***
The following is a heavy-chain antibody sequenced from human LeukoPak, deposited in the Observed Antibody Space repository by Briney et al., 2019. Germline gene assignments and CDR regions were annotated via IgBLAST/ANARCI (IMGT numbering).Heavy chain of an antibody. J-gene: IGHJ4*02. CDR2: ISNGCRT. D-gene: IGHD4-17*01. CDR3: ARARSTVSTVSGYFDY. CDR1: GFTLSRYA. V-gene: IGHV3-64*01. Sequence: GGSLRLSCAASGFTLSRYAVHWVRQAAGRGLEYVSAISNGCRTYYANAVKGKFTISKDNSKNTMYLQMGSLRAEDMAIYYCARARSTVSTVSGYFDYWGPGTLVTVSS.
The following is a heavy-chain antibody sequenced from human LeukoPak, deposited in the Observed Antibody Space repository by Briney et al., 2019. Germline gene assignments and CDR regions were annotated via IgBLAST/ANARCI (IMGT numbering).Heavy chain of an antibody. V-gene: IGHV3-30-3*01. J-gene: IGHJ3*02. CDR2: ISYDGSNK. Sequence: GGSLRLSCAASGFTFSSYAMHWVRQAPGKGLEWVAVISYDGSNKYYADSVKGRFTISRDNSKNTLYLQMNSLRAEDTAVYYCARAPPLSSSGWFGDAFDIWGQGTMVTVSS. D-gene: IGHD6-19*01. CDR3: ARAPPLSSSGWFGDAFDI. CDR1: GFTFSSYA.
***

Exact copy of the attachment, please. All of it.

The following is a heavy-chain antibody sequenced from human LeukoPak, deposited in the Observed Antibody Space repository by Briney et al., 2019. Germline gene assignments and CDR regions were annotated via IgBLAST/ANARCI (IMGT numbering).Heavy chain of an antibody. J-gene: IGHJ4*02. CDR2: ISNGCRT. D-gene: IGHD4-17*01. CDR3: ARARSTVSTVSGYFDY. CDR1: GFTLSRYA. V-gene: IGHV3-64*01. Sequence: GGSLRLSCAASGFTLSRYAVHWVRQAAGRGLEYVSAISNGCRTYYANAVKGKFTISKDNSKNTMYLQMGSLRAEDMAIYYCARARSTVSTVSGYFDYWGPGTLVTVSS.
The following is a heavy-chain antibody sequenced from human LeukoPak, deposited in the Observed Antibody Space repository by Briney et al., 2019. Germline gene assignments and CDR regions were annotated via IgBLAST/ANARCI (IMGT numbering).Heavy chain of an antibody. V-gene: IGHV3-30-3*01. J-gene: IGHJ3*02. CDR2: ISYDGSNK. Sequence: GGSLRLSCAASGFTFSSYAMHWVRQAPGKGLEWVAVISYDGSNKYYADSVKGRFTISRDNSKNTLYLQMNSLRAEDTAVYYCARAPPLSSSGWFGDAFDIWGQGTMVTVSS. D-gene: IGHD6-19*01. CDR3: ARAPPLSSSGWFGDAFDI. CDR1: GFTFSSYA.